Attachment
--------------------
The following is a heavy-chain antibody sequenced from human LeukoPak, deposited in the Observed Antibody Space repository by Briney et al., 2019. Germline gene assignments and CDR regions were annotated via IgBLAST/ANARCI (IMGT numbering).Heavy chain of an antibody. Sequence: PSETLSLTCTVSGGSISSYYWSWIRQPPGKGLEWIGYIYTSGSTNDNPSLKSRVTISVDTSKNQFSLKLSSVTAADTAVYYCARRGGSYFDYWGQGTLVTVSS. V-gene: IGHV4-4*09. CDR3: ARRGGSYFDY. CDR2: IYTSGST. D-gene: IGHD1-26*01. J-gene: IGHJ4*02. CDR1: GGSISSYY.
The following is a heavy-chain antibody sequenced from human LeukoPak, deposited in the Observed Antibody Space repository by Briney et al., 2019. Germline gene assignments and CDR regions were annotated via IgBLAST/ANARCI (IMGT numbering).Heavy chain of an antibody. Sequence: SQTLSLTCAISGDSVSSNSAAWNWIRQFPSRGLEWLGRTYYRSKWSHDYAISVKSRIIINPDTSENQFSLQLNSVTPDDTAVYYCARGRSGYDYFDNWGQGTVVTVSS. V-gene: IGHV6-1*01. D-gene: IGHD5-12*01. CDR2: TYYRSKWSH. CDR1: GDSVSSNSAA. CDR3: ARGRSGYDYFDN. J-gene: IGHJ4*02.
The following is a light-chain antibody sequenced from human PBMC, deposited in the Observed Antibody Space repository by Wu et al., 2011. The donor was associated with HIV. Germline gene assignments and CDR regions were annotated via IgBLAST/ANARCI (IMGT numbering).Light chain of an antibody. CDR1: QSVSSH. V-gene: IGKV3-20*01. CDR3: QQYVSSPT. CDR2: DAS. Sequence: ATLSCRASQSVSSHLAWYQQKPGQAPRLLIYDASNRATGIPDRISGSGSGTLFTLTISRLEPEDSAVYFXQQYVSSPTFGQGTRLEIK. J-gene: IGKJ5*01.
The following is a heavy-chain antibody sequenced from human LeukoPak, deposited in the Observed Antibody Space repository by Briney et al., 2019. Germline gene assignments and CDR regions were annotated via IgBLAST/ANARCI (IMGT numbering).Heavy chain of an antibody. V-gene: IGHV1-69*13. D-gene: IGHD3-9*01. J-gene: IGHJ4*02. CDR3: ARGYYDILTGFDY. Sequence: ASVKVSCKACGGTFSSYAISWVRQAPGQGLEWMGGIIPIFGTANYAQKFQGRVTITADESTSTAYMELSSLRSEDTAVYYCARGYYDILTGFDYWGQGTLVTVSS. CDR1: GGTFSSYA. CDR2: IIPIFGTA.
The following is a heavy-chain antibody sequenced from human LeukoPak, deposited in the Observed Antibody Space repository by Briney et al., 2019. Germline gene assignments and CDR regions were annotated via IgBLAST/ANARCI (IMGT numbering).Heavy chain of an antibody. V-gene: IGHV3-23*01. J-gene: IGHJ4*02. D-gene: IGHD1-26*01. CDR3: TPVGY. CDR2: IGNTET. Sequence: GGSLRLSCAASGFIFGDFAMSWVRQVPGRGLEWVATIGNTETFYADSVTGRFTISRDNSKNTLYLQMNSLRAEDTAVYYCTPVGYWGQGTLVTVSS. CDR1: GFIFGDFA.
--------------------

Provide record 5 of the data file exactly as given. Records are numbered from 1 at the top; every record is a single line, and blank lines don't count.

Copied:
The following is a heavy-chain antibody sequenced from human LeukoPak, deposited in the Observed Antibody Space repository by Briney et al., 2019. Germline gene assignments and CDR regions were annotated via IgBLAST/ANARCI (IMGT numbering).Heavy chain of an antibody. V-gene: IGHV3-23*01. J-gene: IGHJ4*02. D-gene: IGHD1-26*01. CDR3: TPVGY. CDR2: IGNTET. Sequence: GGSLRLSCAASGFIFGDFAMSWVRQVPGRGLEWVATIGNTETFYADSVTGRFTISRDNSKNTLYLQMNSLRAEDTAVYYCTPVGYWGQGTLVTVSS. CDR1: GFIFGDFA.